Before shipping goods, many firms will work on payment against a ‘Letter of Credit’. Or in other words, goods paid for when arrived. If goods are damaged on arrival then funds will not be released.

Packaging is vital as there will be many “third parties” handling each consignment, therefore too many firms will do their best at avoiding being the company responsible for any damage. “Passing the buck” is a phrase we use a lot in the exporting business.

Make sure you spend time securing labelling correctly. If in doubt, ask the customer to check the ‘Shipping label‘ as translation can often be wrong, even in something as little as an address label.

Do not ship with the cheapest company. We recommend only using a reputable Shipper. If possible use a firm you have used previously, because in the long run the lost or damage costs could out way the hassle of the claim. More importantly you may upset a now disappointed customer who may never order again with you again.

A good Shipping Agent will also advise on the documentation needed for each individual foreign country. Please note also that ‘Certificates of Origin’ are a necessity in some foreign countries and goods will be held in local customs if not accompanied with one of those. .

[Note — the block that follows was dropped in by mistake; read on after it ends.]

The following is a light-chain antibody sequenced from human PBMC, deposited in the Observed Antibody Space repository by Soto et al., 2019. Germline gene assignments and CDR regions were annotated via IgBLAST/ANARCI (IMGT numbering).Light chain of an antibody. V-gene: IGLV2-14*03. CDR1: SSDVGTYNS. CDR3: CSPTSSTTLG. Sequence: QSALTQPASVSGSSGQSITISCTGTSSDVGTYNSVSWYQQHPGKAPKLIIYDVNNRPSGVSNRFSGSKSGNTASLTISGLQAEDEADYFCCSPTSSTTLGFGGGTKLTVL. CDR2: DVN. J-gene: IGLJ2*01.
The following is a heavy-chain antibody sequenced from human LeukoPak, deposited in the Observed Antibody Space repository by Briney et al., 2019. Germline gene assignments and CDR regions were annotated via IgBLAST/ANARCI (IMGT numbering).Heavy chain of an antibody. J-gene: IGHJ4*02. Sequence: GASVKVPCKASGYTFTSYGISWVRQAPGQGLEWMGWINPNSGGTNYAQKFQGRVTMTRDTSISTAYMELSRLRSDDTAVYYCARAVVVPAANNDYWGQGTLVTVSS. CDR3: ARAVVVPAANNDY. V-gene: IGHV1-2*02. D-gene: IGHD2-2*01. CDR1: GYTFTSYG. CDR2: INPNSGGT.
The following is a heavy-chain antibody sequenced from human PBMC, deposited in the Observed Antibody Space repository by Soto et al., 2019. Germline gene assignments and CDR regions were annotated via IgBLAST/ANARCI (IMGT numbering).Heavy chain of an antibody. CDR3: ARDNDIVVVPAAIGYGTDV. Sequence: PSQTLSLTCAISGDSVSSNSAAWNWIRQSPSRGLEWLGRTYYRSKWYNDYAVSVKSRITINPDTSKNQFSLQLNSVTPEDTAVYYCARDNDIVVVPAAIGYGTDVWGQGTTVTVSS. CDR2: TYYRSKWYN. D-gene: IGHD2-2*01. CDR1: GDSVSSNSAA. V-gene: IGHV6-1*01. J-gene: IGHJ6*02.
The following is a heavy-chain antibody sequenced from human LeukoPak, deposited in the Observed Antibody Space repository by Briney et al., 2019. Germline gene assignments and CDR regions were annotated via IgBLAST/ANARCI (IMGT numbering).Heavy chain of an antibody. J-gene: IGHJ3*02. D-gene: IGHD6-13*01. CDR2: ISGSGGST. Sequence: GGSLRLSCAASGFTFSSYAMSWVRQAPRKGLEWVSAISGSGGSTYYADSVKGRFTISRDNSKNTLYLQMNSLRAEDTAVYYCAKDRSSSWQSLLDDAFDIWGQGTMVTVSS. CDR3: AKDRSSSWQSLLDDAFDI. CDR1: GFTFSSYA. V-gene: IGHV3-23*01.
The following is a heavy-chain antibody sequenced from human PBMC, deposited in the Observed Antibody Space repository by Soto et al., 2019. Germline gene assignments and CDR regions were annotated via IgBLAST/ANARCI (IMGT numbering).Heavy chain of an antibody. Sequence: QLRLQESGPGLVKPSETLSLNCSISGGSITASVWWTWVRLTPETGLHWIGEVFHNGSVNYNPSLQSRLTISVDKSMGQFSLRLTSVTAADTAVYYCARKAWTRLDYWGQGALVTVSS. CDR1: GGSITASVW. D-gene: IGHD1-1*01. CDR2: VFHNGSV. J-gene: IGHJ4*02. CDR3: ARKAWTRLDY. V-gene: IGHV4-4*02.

Ensure you keep a copy of each document, and always save in your own file an original Bill of Lading. These are costly to reproduce and certain countries still require a hard copy. We have just had documents signed for in Kenya that immediately went missing. Luckily we have managed to issue out the three originals copies we held on file.

Finally, air freight by nature of speed is the better way to send smaller items. Less handling means less risks. Also any loss or damage can be reported within days of shipping, and not months.

By Claire Spillane, Westermans International